|Allan, Sandra - Sandy|
Submitted to: Journal of Medical Entomology
Publication Type: Peer Reviewed Journal
Publication Acceptance Date: 2/9/2009
Publication Date: N/A
Citation: Interpretive Summary: Residual pyrethroid insecticides are increasingly being used to treat walls and curtains inside homes, and vegetation barriers outdoors as a means of personal protection against mosquitoes. Unlike insecticide-treated bednets, these treated surfaces require mosquitoes to land on when alternative untreated surfaces are available, and in the absence of an attractant. Laboratory tests usually involve forced contact with treated surfaces, or contact with treated nets with an attractant behind them. We are not aware of any study that examines facultative contact, which more resembles the real world where there are numerous untreated surfaces available as alternative landing sites, and no attractant incentive for landing. This manuscript investigates facultative landing behavior of three medically important species of mosquito, in three genera, presented with pyrethroid-treated and adjacent untreated surfaces, and no added attractant incentive for landing. A detailed analysis was conducted by scientists at the USDA, ARS, Center for Medical, Agricultural, and Veterinary Entomology, Mosquito & Fly Research Unit in Gainesville, FL, on landing and resting behaviors, and our findings revealed each species and pyrethroid resulted in different behavioral patterns. We discuss the findings with regard to the use of the term “excito-repellency”, around which there has been considerable confusion in the literature. We attempt to clarify the confusion surrounding this term, and suggest an alternative more descriptive term for what is happening behaviorally.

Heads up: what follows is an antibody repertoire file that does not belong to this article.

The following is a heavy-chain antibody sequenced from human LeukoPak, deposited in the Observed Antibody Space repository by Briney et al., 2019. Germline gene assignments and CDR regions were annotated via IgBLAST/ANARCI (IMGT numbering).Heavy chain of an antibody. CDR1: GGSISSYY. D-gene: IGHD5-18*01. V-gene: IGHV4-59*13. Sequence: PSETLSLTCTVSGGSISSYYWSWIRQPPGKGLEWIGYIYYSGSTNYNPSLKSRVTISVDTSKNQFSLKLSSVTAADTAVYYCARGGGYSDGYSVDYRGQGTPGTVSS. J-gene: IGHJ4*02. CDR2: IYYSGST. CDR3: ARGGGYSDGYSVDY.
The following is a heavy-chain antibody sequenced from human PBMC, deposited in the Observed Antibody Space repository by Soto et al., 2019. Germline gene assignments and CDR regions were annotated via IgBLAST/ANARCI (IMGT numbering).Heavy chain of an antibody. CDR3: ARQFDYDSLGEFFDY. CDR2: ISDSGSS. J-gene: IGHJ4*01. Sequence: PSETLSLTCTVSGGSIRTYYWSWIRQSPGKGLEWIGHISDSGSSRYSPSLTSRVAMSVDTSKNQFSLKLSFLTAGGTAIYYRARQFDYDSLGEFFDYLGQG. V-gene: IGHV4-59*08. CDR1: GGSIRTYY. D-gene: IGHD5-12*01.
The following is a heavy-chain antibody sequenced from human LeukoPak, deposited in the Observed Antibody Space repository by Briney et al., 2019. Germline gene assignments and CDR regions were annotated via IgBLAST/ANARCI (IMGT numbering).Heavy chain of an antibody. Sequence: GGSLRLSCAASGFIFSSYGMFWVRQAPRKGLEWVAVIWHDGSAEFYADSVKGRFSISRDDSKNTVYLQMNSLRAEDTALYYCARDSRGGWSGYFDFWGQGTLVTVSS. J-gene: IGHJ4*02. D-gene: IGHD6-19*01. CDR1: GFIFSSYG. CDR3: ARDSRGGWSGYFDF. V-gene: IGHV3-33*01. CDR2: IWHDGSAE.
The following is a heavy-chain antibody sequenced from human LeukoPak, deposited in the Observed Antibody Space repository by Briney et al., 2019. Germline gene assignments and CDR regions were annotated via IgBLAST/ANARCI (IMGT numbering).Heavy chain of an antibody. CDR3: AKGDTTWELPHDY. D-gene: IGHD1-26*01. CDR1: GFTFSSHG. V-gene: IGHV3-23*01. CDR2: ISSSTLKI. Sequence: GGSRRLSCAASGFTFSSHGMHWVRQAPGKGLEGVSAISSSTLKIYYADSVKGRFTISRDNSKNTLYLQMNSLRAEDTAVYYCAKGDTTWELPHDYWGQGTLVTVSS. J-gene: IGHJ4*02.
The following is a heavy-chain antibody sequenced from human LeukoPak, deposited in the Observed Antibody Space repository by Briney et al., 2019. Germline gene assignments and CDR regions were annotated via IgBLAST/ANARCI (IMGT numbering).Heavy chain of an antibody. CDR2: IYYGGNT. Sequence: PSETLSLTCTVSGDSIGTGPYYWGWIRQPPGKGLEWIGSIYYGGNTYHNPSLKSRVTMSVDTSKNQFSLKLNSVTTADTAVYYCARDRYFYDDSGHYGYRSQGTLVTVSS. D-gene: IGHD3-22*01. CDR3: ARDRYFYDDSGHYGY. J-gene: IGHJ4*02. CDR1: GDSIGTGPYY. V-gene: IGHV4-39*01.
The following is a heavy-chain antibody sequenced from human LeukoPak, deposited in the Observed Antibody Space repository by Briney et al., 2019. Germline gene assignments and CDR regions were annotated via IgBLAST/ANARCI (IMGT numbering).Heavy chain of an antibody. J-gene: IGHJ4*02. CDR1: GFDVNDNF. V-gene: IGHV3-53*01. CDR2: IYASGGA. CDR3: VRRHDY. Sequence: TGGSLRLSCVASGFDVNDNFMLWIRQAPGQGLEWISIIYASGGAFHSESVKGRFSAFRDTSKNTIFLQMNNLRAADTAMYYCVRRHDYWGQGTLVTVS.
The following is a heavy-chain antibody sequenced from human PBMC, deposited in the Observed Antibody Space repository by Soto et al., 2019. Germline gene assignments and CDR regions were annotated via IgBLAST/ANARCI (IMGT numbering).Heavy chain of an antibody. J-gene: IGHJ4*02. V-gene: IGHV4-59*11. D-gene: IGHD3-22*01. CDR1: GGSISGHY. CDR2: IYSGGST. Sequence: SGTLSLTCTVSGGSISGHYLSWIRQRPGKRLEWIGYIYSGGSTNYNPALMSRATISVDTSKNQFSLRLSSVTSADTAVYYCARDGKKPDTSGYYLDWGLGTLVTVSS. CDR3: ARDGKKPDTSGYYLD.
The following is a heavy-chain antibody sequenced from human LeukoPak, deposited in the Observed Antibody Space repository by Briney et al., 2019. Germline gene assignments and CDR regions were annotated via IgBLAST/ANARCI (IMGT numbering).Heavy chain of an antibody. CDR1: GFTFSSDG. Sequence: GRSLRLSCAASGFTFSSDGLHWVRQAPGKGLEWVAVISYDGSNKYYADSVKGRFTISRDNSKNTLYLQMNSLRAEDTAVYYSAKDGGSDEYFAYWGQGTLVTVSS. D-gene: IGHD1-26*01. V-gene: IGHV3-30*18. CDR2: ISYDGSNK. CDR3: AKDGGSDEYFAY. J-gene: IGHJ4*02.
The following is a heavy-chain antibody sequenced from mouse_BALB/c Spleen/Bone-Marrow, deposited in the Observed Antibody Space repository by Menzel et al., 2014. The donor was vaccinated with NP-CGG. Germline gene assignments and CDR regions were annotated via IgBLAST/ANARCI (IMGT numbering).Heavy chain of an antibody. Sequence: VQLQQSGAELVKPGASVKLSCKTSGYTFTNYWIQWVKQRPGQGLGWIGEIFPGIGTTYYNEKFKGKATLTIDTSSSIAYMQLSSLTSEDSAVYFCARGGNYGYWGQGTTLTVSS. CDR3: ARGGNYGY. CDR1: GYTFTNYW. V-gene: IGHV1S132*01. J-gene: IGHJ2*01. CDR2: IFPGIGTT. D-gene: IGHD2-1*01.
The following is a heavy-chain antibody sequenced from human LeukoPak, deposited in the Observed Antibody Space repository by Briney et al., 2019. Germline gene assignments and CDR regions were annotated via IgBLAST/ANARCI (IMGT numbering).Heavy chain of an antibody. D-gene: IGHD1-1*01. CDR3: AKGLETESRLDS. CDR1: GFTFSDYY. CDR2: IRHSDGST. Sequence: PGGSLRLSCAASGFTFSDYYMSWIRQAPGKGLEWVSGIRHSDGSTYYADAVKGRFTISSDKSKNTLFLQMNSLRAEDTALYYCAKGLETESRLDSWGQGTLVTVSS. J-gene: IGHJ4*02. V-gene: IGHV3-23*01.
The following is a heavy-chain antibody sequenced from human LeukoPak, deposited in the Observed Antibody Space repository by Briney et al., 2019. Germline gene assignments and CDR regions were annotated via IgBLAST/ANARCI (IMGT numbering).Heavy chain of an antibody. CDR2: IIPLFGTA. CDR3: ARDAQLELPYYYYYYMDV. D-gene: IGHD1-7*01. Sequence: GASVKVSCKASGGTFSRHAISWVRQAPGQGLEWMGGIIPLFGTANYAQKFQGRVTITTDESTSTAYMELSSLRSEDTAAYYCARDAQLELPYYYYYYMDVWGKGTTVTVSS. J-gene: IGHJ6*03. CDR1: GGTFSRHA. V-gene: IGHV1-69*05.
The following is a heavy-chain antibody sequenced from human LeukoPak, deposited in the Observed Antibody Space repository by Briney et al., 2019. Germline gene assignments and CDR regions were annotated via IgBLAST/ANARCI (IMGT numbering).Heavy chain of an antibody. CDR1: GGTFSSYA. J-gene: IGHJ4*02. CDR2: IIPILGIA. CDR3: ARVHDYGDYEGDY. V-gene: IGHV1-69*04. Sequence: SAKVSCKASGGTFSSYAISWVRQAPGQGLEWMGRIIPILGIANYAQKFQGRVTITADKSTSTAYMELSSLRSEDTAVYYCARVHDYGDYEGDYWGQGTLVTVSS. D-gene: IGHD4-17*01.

Technical Abstract: Mosquitoes from three genera, Aedes aegypti L., Anopheles quadrimaculatus Say, and Culex quinquefasciatus Say were tested for facultative landing and resting behavior on pyrethroid-treated surfaces paired with adjacent untreated surfaces. The three pyrethroids tested were bifenthrin, deltamethrin, and lambda-cyhalothrin. Landing and resting behavior was video recorded and quantified using Observer XT software. Untreated control treatments were tested to reveal behavior in the absence of insecticides. In controls the three species had different activity levels, with An. quadrimaculatus being the most active and Cx. quinquefasciatus being the least active. The three species had unique responses to different compounds tested. Landing frequency on adjacent untreated and treated filter papers did not differ for any compound or species, at any time during the experiment. However, landing frequencies did differ between treatments and over time. Differences between treated and untreated sides were largely due to changes in the length of time mosquitoes rested on each side. An. quadrimaculatus had a unique response to the presence of deltamethrin compared to the other species or compounds in which it spent an increased amount of time in contact with both treated and adjacent untreated surfaces. Cx. quinquefasciatus, avoided all three compounds by the end of the experiment and rested longer on untreated sides. In most cases, modification of landing and resting behaviors occurred only after mosquitoes had the opportunity to come into contact and acquire a dose of pyrethroid. Bifenthrin had the fastest KD50 for all species. Other differences between compounds for each species are described. The term “excito-repellency” has produced confusion in the literature, and it is revisited and discussed with respect to the results, which justify the use of alternative terminology. The term “locomotive stimulant” is offered as an acceptable alternative.